3.2. Mechanisms of organic degradation EEM spectroscopy was used to better understand the unique degradation pathway observed during the UVEL process by tracking the relative rate of removal for different fluorescent functional groups. Two major fluorescence peaks were distinguished for the WWROC (at kEm/kEx  430/340 and 440/250) (Fig. 3). These peaks derive predominantly from humic and fulvic compounds, respectively [32–36]. After 1 h of electrochemical treatment the intensity of fluorescence was greatly reduced and after 5 h no fluorescence remained. On the other hand, UV treatment led to less reduction in the fluorescence of the humic and fulvic compounds after 1 h with a residual remaining after 5 h. There was a similar effect on the minor fluorescent peaks, such as those for soluble microbial products (kEm/kEx  380/250–280) and aromatic proteins (kEm/kEx  340–355/235–240 and 320–335/280–285) [37]. The combined UVEL treatment virtually eliminated all fluorescent peaks within 1 h (Fig. 3). Looking more closely at the first hour, photo-assisted electrochemical treatment degraded humics and fulvics at comparable rates (Fig. 4), producing nearly complete reduction of fluorescence after 40 min. SEC was used to directly observe how effective each treatment option was on structural degradation and the conversion of larger organic molecules into smaller derivatives (Table 2). The high molecular weight fraction (>20,000 Da) represents biopolymers, such as polysaccharides, proteins, and aminosugars. The medium-sized molecular weight fractions represent humic substances (1000 Da) and ‘‘building block’’ molecules (300–500 Da), which signify breakdown products formed from humic degradation. Finally, the low molecular weight (LMW) fractions for molecules less than 350 Da represent LMW neutrals (i.e., mono-oligosaccharides, alcohols, aldehydes, and ketones) and LMW acids (i.e., monoprotic organic acids). The UVEL process resulted in the conversion of large macromolecules into smaller derivatives at a rate considerably higher than photochemical or electrochemical treatments alone. Specifically, 1 h of UVEL treatment resulted in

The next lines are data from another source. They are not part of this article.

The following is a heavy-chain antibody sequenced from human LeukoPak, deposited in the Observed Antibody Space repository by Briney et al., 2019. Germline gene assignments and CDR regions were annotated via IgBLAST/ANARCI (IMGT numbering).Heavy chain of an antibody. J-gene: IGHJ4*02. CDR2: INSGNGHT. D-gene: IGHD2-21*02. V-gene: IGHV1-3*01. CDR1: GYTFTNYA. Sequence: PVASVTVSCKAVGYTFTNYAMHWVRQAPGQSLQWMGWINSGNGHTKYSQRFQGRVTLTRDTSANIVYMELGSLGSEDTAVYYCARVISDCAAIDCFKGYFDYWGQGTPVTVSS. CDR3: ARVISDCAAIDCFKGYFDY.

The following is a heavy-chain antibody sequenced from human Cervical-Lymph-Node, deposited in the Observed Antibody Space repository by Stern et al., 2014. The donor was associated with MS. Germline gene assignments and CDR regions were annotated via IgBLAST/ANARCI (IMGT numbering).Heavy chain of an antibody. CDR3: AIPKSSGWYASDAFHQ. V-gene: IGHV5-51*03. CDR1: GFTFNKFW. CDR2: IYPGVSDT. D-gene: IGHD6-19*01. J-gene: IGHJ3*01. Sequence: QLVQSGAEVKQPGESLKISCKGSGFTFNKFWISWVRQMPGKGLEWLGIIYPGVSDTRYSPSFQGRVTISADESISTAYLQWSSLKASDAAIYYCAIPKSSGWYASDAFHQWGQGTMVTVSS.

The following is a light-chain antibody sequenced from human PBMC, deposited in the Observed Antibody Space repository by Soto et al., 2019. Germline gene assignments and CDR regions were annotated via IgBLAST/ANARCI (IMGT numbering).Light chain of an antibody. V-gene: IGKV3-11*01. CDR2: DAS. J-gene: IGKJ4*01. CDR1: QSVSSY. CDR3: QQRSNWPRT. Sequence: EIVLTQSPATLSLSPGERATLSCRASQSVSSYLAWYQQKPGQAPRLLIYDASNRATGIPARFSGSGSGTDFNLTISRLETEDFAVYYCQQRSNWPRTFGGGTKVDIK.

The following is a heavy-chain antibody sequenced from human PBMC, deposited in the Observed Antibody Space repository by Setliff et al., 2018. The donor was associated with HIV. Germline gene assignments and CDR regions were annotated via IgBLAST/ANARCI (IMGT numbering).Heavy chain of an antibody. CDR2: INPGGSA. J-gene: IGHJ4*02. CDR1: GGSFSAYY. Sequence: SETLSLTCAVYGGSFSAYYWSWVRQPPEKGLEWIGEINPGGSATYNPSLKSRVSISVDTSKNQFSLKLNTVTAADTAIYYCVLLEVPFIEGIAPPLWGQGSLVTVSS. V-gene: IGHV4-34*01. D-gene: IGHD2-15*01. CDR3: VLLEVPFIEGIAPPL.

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Fig. 3. Excitation–emission matrix spectroscopy for the UV-C photolysis (UV), electrochemical oxidation (EL), and photo-assisted electrochemical oxidation (UVEL) of secondary wastewater effluent RO concentrate.